The core of the stories within the game are fantastic, but you really do get the sense that everything in the city of Kirkwall is focused on Hawke and Hawke's immediate mission and concerns. This breeds a lack of atmosphere that makes the world feel less rich than it should be, which detracts slightly from an otherwise superbly crafted experience.

I started here, then the world began to revolve around me

Another minor complaint is the new variant on the much loathed "quest board" of DAO (which also make a minor reappearance). The new style sees you acquire an item and then simply deliver it to the intended recipient, but I really don't feel that it's much improvement. A filler fed-ex quest is still a filler fed-ex quest, and while removing the first tedium of accepting the quest in the first place is welcome, it still feels like a cheap way of "extending" playtime by rewarding simple deliveries. I understand the need for the designers to reward the "explorer" player and reduce the quantity of meaning trash loot, but it feels a little unsatisfying to magically know which person in or around Kirkwall wanted their lost rum/book/shawl/cat/medieval toaster. There are a few quests that rely on you visiting a time during the day or the night, but the game uses a great mechanic whereby you can select day or night. There's no need to rest or wait, you go to the map and select day or night, and then the desired area. Thus the player gets the feel of dynamic world you explore in day and night without the associated inconvenience of timing hassles, nor the technical and performance impact of implementing full 24 hour lighting cycles.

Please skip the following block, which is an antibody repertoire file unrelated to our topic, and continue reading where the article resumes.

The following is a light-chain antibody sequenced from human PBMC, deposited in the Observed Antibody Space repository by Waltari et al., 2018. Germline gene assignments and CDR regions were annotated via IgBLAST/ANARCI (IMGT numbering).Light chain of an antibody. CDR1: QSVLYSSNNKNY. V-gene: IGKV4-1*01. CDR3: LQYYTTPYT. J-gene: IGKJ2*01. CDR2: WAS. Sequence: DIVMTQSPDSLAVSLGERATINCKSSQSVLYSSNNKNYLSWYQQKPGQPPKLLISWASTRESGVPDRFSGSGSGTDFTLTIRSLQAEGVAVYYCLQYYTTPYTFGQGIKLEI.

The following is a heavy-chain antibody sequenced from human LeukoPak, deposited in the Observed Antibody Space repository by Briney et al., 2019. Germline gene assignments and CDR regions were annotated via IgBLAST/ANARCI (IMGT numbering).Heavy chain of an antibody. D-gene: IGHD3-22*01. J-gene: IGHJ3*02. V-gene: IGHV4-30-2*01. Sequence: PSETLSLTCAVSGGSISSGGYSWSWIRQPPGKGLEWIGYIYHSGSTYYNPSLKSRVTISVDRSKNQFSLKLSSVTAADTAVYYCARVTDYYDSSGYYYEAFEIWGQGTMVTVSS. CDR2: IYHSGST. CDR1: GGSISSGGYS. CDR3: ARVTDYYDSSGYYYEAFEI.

Roleplaying and dialogue